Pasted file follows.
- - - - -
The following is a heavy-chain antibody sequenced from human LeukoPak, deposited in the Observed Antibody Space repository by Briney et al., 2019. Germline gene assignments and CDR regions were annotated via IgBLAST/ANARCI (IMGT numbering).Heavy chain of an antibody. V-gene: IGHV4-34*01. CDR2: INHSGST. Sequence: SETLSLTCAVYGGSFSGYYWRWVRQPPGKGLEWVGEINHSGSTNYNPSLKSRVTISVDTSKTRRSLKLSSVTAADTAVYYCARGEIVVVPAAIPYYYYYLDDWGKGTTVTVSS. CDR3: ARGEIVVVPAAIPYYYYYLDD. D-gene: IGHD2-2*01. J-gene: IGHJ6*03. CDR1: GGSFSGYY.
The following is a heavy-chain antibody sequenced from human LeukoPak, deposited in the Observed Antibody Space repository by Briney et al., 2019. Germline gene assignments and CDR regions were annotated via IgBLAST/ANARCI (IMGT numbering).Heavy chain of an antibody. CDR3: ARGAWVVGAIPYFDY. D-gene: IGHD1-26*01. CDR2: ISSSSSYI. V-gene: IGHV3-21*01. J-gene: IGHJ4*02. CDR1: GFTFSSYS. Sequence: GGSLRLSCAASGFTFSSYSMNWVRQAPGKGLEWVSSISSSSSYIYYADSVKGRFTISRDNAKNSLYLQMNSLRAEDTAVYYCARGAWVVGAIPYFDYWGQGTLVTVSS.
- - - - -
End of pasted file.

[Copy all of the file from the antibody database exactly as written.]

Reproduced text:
The following is a heavy-chain antibody sequenced from human LeukoPak, deposited in the Observed Antibody Space repository by Briney et al., 2019. Germline gene assignments and CDR regions were annotated via IgBLAST/ANARCI (IMGT numbering).Heavy chain of an antibody. V-gene: IGHV4-34*01. CDR2: INHSGST. Sequence: SETLSLTCAVYGGSFSGYYWRWVRQPPGKGLEWVGEINHSGSTNYNPSLKSRVTISVDTSKTRRSLKLSSVTAADTAVYYCARGEIVVVPAAIPYYYYYLDDWGKGTTVTVSS. CDR3: ARGEIVVVPAAIPYYYYYLDD. D-gene: IGHD2-2*01. J-gene: IGHJ6*03. CDR1: GGSFSGYY.
The following is a heavy-chain antibody sequenced from human LeukoPak, deposited in the Observed Antibody Space repository by Briney et al., 2019. Germline gene assignments and CDR regions were annotated via IgBLAST/ANARCI (IMGT numbering).Heavy chain of an antibody. CDR3: ARGAWVVGAIPYFDY. D-gene: IGHD1-26*01. CDR2: ISSSSSYI. V-gene: IGHV3-21*01. J-gene: IGHJ4*02. CDR1: GFTFSSYS. Sequence: GGSLRLSCAASGFTFSSYSMNWVRQAPGKGLEWVSSISSSSSYIYYADSVKGRFTISRDNAKNSLYLQMNSLRAEDTAVYYCARGAWVVGAIPYFDYWGQGTLVTVSS.